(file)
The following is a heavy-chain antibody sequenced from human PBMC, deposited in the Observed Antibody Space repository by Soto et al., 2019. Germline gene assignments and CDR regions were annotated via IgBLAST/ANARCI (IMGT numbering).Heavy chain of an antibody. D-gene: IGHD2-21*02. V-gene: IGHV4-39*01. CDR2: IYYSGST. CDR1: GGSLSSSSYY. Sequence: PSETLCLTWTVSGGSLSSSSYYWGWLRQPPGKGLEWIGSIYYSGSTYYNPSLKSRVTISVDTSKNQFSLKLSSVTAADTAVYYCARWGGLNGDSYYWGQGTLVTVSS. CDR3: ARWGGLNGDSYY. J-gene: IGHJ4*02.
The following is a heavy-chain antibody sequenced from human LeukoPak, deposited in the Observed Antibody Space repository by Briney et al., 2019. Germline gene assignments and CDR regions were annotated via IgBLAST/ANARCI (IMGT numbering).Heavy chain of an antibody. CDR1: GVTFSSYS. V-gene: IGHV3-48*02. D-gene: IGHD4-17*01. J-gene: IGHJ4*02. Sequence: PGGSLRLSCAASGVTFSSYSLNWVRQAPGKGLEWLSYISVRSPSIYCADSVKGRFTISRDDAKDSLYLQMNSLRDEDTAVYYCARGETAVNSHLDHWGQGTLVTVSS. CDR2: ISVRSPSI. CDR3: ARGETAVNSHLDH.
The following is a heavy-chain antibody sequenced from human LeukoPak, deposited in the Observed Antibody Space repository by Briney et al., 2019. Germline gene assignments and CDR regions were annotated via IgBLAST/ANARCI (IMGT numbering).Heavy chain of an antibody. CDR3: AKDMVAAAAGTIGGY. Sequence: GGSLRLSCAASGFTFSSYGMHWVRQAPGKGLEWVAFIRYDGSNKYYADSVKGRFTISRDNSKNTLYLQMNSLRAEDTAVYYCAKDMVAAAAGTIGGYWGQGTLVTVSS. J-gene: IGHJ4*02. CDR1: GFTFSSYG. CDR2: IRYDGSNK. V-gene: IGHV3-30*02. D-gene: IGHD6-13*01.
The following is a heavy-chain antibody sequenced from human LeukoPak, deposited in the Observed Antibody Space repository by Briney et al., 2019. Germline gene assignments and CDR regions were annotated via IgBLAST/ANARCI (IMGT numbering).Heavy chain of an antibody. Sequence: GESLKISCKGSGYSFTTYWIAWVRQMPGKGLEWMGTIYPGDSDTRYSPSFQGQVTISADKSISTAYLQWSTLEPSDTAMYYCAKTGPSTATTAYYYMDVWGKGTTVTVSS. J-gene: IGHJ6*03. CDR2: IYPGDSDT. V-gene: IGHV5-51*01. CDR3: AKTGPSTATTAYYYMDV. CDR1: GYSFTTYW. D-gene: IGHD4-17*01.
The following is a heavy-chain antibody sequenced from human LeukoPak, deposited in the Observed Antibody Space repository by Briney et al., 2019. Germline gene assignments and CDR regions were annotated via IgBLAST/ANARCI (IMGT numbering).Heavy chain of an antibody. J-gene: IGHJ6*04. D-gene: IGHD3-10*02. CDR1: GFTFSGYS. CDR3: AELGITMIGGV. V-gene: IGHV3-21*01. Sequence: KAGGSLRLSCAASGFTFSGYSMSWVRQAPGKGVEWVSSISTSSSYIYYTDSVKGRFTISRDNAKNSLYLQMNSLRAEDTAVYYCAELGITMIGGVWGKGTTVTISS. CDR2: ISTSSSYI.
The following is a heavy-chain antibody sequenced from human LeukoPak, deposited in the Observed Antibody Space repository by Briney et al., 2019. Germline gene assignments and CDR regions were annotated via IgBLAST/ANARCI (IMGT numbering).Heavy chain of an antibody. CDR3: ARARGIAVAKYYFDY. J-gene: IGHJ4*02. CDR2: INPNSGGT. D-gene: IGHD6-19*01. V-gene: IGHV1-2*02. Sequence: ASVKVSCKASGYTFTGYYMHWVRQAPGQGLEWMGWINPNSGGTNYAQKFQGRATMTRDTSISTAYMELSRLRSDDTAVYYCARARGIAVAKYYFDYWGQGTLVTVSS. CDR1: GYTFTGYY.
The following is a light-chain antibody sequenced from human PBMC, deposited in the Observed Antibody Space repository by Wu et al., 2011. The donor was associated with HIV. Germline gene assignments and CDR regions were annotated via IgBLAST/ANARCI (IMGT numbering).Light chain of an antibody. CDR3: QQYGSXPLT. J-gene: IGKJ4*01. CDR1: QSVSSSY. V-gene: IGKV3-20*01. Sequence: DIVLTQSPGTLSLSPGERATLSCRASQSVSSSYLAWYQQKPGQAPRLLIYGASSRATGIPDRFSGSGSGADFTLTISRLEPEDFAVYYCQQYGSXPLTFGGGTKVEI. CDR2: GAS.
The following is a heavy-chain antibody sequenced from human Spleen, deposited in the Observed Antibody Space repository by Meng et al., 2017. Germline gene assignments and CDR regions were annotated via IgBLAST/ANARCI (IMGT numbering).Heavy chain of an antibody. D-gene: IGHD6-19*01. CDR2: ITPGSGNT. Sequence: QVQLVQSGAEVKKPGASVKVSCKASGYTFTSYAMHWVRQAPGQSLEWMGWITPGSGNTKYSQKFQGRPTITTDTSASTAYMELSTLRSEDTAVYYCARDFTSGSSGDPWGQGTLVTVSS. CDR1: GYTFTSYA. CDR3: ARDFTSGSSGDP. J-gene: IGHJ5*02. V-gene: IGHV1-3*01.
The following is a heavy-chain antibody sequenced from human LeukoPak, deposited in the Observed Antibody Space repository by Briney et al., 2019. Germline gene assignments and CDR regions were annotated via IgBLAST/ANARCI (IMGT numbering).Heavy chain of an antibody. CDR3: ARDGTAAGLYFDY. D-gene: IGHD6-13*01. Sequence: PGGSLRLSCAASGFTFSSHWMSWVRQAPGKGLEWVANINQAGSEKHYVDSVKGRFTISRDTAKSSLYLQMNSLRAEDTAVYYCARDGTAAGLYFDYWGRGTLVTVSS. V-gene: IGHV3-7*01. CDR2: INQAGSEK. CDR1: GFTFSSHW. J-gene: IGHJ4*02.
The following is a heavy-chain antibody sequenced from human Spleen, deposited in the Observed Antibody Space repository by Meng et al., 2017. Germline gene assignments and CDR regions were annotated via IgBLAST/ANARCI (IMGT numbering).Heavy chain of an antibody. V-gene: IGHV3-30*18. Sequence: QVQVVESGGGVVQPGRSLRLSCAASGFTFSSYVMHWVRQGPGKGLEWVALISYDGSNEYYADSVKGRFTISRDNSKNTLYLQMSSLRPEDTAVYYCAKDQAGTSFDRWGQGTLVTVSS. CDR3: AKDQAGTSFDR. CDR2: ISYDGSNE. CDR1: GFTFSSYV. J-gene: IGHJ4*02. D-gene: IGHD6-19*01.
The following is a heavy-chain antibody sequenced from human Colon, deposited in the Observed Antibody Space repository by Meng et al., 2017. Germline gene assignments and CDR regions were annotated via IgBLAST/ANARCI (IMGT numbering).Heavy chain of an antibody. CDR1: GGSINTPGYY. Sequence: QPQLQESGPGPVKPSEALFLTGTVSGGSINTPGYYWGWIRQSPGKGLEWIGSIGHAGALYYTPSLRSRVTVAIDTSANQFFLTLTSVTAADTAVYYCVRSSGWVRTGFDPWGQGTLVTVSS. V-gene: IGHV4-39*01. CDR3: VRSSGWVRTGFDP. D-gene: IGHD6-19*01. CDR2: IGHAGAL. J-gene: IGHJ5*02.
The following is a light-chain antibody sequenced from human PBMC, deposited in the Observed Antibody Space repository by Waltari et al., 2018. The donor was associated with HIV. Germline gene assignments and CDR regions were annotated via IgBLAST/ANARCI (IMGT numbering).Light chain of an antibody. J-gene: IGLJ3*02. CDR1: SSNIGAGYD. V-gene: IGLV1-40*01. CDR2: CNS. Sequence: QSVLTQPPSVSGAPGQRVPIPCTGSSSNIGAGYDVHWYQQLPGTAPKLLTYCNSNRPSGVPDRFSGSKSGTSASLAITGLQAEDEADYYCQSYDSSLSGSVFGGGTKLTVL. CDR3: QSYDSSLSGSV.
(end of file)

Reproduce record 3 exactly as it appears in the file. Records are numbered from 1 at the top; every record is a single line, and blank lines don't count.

The following is a heavy-chain antibody sequenced from human LeukoPak, deposited in the Observed Antibody Space repository by Briney et al., 2019. Germline gene assignments and CDR regions were annotated via IgBLAST/ANARCI (IMGT numbering).Heavy chain of an antibody. CDR3: AKDMVAAAAGTIGGY. Sequence: GGSLRLSCAASGFTFSSYGMHWVRQAPGKGLEWVAFIRYDGSNKYYADSVKGRFTISRDNSKNTLYLQMNSLRAEDTAVYYCAKDMVAAAAGTIGGYWGQGTLVTVSS. J-gene: IGHJ4*02. CDR1: GFTFSSYG. CDR2: IRYDGSNK. V-gene: IGHV3-30*02. D-gene: IGHD6-13*01.